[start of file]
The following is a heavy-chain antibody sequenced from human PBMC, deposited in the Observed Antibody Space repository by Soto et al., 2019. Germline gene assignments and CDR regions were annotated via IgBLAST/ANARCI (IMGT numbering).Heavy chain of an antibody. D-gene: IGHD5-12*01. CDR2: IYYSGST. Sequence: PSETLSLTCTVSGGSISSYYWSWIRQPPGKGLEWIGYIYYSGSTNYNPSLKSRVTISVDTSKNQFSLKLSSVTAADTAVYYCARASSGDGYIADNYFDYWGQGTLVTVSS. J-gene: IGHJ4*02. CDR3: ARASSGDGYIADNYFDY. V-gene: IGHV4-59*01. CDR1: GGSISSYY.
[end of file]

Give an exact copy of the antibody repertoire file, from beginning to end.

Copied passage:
The following is a heavy-chain antibody sequenced from human PBMC, deposited in the Observed Antibody Space repository by Soto et al., 2019. Germline gene assignments and CDR regions were annotated via IgBLAST/ANARCI (IMGT numbering).Heavy chain of an antibody. D-gene: IGHD5-12*01. CDR2: IYYSGST. Sequence: PSETLSLTCTVSGGSISSYYWSWIRQPPGKGLEWIGYIYYSGSTNYNPSLKSRVTISVDTSKNQFSLKLSSVTAADTAVYYCARASSGDGYIADNYFDYWGQGTLVTVSS. J-gene: IGHJ4*02. CDR3: ARASSGDGYIADNYFDY. V-gene: IGHV4-59*01. CDR1: GGSISSYY.